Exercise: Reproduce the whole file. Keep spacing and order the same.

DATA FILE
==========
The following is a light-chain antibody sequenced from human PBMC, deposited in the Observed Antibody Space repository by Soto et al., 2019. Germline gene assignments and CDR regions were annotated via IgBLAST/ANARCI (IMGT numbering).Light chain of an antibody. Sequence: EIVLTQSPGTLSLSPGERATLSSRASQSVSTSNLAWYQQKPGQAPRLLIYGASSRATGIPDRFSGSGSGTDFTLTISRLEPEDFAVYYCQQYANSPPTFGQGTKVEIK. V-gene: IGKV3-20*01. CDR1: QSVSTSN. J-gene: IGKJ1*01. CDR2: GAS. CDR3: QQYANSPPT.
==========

The following is a light-chain antibody sequenced from human PBMC, deposited in the Observed Antibody Space repository by Soto et al., 2019. Germline gene assignments and CDR regions were annotated via IgBLAST/ANARCI (IMGT numbering).Light chain of an antibody. Sequence: EIVLTQSPGTLSLSPGERATLSSRASQSVSTSNLAWYQQKPGQAPRLLIYGASSRATGIPDRFSGSGSGTDFTLTISRLEPEDFAVYYCQQYANSPPTFGQGTKVEIK. V-gene: IGKV3-20*01. CDR1: QSVSTSN. J-gene: IGKJ1*01. CDR2: GAS. CDR3: QQYANSPPT.